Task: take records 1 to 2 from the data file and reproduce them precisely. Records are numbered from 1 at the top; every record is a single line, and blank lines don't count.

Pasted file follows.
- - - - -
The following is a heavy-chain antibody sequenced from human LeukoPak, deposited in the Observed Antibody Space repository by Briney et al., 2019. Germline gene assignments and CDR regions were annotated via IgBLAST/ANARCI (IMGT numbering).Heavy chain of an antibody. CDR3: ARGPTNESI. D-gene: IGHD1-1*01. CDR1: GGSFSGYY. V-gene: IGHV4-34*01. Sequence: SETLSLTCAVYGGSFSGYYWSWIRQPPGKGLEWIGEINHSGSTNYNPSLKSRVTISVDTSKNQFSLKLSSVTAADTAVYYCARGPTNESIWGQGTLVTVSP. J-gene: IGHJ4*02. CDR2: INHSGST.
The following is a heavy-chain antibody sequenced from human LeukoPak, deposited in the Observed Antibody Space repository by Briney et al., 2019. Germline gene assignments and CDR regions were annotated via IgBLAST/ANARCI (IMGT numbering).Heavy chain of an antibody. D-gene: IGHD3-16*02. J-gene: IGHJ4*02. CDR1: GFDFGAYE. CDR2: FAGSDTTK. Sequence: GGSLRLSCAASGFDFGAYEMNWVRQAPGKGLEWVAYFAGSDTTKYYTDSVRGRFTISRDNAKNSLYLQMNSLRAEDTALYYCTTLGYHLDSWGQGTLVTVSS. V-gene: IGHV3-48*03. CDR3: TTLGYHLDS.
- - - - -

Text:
The following is a heavy-chain antibody sequenced from human LeukoPak, deposited in the Observed Antibody Space repository by Briney et al., 2019. Germline gene assignments and CDR regions were annotated via IgBLAST/ANARCI (IMGT numbering).Heavy chain of an antibody. CDR3: ARGPTNESI. D-gene: IGHD1-1*01. CDR1: GGSFSGYY. V-gene: IGHV4-34*01. Sequence: SETLSLTCAVYGGSFSGYYWSWIRQPPGKGLEWIGEINHSGSTNYNPSLKSRVTISVDTSKNQFSLKLSSVTAADTAVYYCARGPTNESIWGQGTLVTVSP. J-gene: IGHJ4*02. CDR2: INHSGST.
The following is a heavy-chain antibody sequenced from human LeukoPak, deposited in the Observed Antibody Space repository by Briney et al., 2019. Germline gene assignments and CDR regions were annotated via IgBLAST/ANARCI (IMGT numbering).Heavy chain of an antibody. D-gene: IGHD3-16*02. J-gene: IGHJ4*02. CDR1: GFDFGAYE. CDR2: FAGSDTTK. Sequence: GGSLRLSCAASGFDFGAYEMNWVRQAPGKGLEWVAYFAGSDTTKYYTDSVRGRFTISRDNAKNSLYLQMNSLRAEDTALYYCTTLGYHLDSWGQGTLVTVSS. V-gene: IGHV3-48*03. CDR3: TTLGYHLDS.